Ignorance of the law is no excuse to be in congress
Cramer: "Your FCC license and the liberty that comes with your First Amendment rights are not a license to broadcast anything you want or in any way you choose."
Actually, that's exactly the point of the first amendment.
There are limitations (porn, obscenity, etc.) which might make his statement true in some technical sense, but the thing he wants to eliminate, bias, or more benignly "opinion", is exactly what the first amendment protects, in particular when it comes to politicians and the government.
Perhaps what we need is an agency that reviews what our representatives say to evaluate their understanding of our laws and constitution. Whey they demonstrate ignorance, they are required to attend remedial classes.
Mike, the behavior in the economics experiment you cite isn't ridiculous. It's only ridiculous because you refuse to learn what it demonstrates: that fairness is a social principle and people are willing to pay a cost to increase the chances that things are fair. You conclude by admitting you haven't or don't want to learn this, "I get that it happens, but it still confuses me to no end why anyone could possibly think it's a good result."
Ruckel went to extremes we might not agree with, especially as there were lower-cost ways (mentioned by you and others) to solve the problem, but this is not, "a weird attempt to insert a 'fairness standard' where it doesn't make any sense". Rather it is an attempt to insert a fairness standard where it makes total sense.
The only question here is a difference in opinion about about how much it's worth to enforce this standard. This may be an extreme case, so you may find a lot of people agree that they went to far. But that they were willing to pay a cost to achieve a principle is not ridiculous in itself.
Take another example of this, but non-economic. People in the US stand in orderly queues. Cutting in line is very much frowned upon. You are very likely to get confronted if you cut in line, perhaps even violently confronted. That's just the fairness principle: first come first served. The fairness principle helps avoid an outcome we've agreed as a society is worse: strongest come first served.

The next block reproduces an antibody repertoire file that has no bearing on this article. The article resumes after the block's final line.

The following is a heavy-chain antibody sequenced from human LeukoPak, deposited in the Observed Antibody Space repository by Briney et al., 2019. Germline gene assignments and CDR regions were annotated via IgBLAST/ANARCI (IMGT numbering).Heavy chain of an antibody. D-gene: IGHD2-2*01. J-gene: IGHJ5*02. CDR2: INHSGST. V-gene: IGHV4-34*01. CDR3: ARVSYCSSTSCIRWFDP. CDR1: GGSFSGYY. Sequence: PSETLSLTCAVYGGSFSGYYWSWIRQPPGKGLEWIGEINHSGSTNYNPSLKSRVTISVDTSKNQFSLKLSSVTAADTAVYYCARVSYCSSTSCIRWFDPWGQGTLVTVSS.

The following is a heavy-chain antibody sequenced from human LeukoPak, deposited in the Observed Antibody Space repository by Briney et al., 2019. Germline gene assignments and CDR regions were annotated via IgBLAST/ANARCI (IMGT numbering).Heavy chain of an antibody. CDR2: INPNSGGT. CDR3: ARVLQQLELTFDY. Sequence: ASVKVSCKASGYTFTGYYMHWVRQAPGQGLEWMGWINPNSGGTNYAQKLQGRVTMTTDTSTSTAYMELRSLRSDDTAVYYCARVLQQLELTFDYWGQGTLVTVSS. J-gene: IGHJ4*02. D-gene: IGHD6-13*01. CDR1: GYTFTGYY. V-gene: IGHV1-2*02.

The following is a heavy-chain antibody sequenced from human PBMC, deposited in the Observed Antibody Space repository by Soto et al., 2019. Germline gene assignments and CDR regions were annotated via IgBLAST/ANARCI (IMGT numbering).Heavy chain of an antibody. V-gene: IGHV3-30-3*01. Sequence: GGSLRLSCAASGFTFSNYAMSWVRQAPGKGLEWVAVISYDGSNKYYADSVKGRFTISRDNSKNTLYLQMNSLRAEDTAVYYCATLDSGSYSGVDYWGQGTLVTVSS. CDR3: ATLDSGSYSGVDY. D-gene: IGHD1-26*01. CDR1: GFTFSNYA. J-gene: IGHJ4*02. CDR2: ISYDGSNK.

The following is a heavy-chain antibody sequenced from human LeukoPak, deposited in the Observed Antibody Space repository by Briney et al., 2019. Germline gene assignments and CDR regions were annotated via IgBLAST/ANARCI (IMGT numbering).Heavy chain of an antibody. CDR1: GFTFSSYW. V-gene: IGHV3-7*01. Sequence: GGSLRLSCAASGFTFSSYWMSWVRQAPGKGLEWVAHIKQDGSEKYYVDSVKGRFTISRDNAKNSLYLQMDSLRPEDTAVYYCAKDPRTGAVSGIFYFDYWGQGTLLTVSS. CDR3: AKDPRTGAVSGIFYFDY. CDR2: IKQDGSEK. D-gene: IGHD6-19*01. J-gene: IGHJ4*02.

Other countries don't enforce queues to the extent the US does. They don't mind, and it doesn't devolve into brawls. I can hardly stand it myself, but natives don't seem to mind. It's a matter of degree.
FedEx may not even know what their customers are copying. They certainly aren't taking the content and then advertising "Hey Come to FedEx to get your Great Minds content". That would be profiting off the copyrighted material.
As others have stated, as it is, they are only making money off their copying service, completely independent of what content they are copying.
Fixing this imbalance of power would help with so many anti-consumer practices that we see every day.
Corporations can come up with any old "policy" they want and force us to do things their way because they have the leverage. We have few places (sometimes only one) where we can do business. If we choose to stop doing business with one because we don't like their policies (or prices or whatever), then we suffer a real loss. But if a business loses just one customer out of millions like this, they barely notice.
The government should be the entity that balances this playing field, since they could represent consumers en masse, but it doesn't work out that way.
The politician who figures out how to do this will change the world.
I don't think this is the same at all. No one is using their money to run down St. Jude's. They are using information about St. Jude's behavior. And they aren't directly costing St. Jude money. St. Jude doesn't have to directly spend money in response to this.
Their stock price may go down, and that can be viewed as a loss, but it's only a loss on paper in the near term. St. Jude could prevent any loss in stock price by behaving better. Even if their stock price fell to zero, they could still continue as a business in theory. For example, if their customers didn't walk away.
As @Uriel-238 and @ThatOneGuy already mentioned, this is just another smokescreen for "we wanted to search you". But it's so egregious it gives lie to the phrase "false positive". Seems like what they want here is "all positive" so that when all the results are kept secret, they can just trot out the positive results they like and say, see, it worked; this guy was a terrorist and our fancy software also said so.
It's just a plausibly-enough technical-sounding solution that politicians can plausibly pretend that it works because most people won't be able to evaluate why it doesn't.